- High Liner Foods (HLF.TO) cut their dividend last year by more than 50%, so the reduction in income was expected.
- CAE Inc. (CAE.TO) announced measures to protect its financial position, and one of those measures was to cut its dividend indefinitely.
The above changes aren’t too concerning: HLF.TO was expected (in fact, when the price dropped I picked up more shares in High Liner; I am confident in the company’s overall operations, and see this as a buying opportunity), and CAE.TO accounted for less than 1% of overall dividend income (and less than 3% of taxable income).
All things considered, I got off lucky. Because HLF.TO and CAE.TO accounted for small parts of my portfolio, natural dividend gains for other companies made up the difference. But in retrospect my portfolio is very concentrated in a few positions; except for XBB.TO and HLF.TO, all of my positions in the tax-free account exceed 5% of the total income. Put another way: it takes as little as two companies to cut or reduce their dividend for my income to potentially be cut by at least 10%. In fact, if real estate tanks (I am not clear if that will be the case or not), I may be in some serious trouble since Vanguard’s FTSE Canadian Capped REIT Index ETF (VRE.TO) accounts for more than a quarter of my dividend income.
The takeaway here is that I have to take a better look at diversification in my portfolio. One tactic I am contemplating is restricting dividend income to 5% for any one position. However, that implies expanding my holdings to at least 20 different companies/ETFs. There are several great dividend companies out there, so I am not concerned about finding good investments. The broader complication is that I have already maxed out my TFSA contributions for the year, so the only way to re-balance would be to sell existing positions. However, I’m unwilling to sell right now because (a) the market is still low; and (b) other than the relative weighting of income, there is nothing wrong with the companies I currently hold (i.e. no need to sell).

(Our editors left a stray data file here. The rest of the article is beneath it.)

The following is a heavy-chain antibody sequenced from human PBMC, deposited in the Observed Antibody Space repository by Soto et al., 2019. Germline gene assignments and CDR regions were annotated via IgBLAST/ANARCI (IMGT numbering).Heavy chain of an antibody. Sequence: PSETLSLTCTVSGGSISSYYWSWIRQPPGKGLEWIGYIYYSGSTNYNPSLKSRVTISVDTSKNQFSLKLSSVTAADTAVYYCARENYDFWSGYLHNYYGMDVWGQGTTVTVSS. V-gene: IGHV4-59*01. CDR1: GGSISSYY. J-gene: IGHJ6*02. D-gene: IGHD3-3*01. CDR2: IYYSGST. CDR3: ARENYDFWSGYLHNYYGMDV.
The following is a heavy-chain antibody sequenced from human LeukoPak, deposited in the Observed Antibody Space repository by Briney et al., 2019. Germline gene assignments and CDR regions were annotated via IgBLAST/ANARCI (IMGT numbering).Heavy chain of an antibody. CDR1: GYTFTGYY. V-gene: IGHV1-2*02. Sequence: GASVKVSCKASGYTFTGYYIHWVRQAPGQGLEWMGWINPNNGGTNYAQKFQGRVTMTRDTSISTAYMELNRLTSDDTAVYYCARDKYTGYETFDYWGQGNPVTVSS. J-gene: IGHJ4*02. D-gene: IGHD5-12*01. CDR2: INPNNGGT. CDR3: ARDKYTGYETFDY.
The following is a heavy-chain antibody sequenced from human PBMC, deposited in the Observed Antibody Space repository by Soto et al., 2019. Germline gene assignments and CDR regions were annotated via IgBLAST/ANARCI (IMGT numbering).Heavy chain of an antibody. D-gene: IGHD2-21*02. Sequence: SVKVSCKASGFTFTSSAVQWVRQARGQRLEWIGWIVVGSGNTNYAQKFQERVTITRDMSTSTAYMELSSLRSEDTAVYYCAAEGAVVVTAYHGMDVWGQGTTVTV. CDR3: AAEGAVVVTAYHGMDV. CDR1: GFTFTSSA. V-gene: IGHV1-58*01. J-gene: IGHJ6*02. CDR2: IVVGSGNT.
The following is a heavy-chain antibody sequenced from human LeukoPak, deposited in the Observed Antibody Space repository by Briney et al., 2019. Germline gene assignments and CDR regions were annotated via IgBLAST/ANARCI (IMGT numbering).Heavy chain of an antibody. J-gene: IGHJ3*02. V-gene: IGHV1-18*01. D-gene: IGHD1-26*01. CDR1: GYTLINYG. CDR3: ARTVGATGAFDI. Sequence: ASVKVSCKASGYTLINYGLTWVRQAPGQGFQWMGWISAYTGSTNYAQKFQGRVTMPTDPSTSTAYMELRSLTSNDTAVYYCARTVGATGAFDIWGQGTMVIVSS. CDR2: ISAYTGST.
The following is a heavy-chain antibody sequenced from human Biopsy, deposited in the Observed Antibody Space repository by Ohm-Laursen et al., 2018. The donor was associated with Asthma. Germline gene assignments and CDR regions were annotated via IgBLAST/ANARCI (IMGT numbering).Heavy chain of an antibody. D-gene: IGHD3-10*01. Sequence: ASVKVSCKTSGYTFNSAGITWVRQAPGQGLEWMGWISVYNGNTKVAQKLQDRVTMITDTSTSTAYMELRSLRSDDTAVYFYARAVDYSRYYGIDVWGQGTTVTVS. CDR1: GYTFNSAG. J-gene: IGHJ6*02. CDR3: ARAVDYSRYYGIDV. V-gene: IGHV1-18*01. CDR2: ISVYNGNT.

What does all of this mean in the context of the broader COVID-19 crisis?
So far, nothing. The crisis and its impact on the overall economy has forced me to take a closer look at my portfolio as a whole and rethink my capital allocation and risk mitigation strategies, but insofar as individual companies are concerned, I am not too concerned, yet. However, as it stands the social distancing strategy may go on until the summer according to reports from Global TV and The National Post, so it is really anybody’s guess which direction this will go. I have observed that slowly people are becoming used to the new norm, e.g. take-out only, grocery delivery, not leaving home unless necessary, etc. Efforts by the government to help out individuals in financial need, and businesses in financial need, are kicking off. With assisting the economy, hopefully consumer spending will start to level out to a new norm (although I doubt that we will reach pre-COVID-19 norms anytime soon). Businesses that I myself frequent, such as Home Depot, Best Buy, Canadian Tire, Swiss Chalet, Wendy’s, etc. are all doing curb-side pick-up and take-out, and adjusting to the new method of servicing customers.